Excerpt of my text in Diários de Viagem 2 (Travelling journals 2) freely translated from the original Portuguese:
“I like to focus in people, in their facial features – a legacy from Hugo Pratt, who used to study the features of the different peoples in his stories. The opera-singing lady in a street corner in front of the Church of St. Andrew in the Old Town of Kraków abused her features in a lofty exaggeration.
Whereas Sofia, a portuguese girl we stumbled upon rehearsing for a mini fado show a few minutes later, expressed herself subtely with proud postures and slight movements, traits of a proper fado singer.”
Kraków is definitively more touristy than Warszawa. The medieval town’s survival during WWII made it possible for the city to skip the soviet-style modernist renovation and helped preserve the atmosphere of a historical European city, with all the layers of the preceding epochs in plain view. The historical center is peaceful, if a tad busy with mostly Russian and other European tourists going about. It was at a time, the capital city of Poland, until Sigismund III Vasa, part of a Swedish dynasty of kings moved the capital to Warszawa, to be closer to all the territories that the Polish-Lithuanian Commonwealth ruled over.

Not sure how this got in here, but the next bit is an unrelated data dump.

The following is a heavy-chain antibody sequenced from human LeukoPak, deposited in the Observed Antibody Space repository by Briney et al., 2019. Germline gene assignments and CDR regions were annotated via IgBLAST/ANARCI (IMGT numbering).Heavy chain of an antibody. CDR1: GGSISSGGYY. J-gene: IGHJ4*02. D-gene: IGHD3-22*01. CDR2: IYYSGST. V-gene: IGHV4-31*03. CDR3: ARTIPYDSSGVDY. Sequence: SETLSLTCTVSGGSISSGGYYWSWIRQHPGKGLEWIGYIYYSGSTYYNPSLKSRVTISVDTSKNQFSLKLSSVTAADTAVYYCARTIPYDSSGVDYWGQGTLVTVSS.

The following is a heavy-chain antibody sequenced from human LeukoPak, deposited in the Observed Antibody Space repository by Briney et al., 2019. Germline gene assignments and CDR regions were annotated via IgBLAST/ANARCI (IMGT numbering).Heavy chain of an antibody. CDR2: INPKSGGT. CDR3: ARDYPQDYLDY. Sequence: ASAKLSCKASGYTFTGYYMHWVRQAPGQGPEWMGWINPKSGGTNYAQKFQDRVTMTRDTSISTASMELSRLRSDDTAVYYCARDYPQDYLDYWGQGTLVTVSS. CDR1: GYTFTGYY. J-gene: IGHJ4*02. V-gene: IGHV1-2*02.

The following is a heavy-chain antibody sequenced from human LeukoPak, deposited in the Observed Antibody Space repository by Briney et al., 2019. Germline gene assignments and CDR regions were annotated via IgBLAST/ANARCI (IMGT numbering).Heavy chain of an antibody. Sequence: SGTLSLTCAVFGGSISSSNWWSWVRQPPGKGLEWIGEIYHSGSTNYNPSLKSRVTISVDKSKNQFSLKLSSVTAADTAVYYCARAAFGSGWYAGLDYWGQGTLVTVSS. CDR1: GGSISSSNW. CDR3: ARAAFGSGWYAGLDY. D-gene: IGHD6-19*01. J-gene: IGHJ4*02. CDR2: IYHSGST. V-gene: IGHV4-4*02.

Kraków’s historic center (the Old Town, Kazimierz and Wawel) is a UNESCO World Heritage Site since ’78 and was one of the first of its kind. The cultural DNA of the city feels very different from that of Warszawa, partly because while Warszawa was closer to Russia, Sweden and Germany, and prey to their invading armies, Kraków was closer to the Habsburg Empire’s ambitions.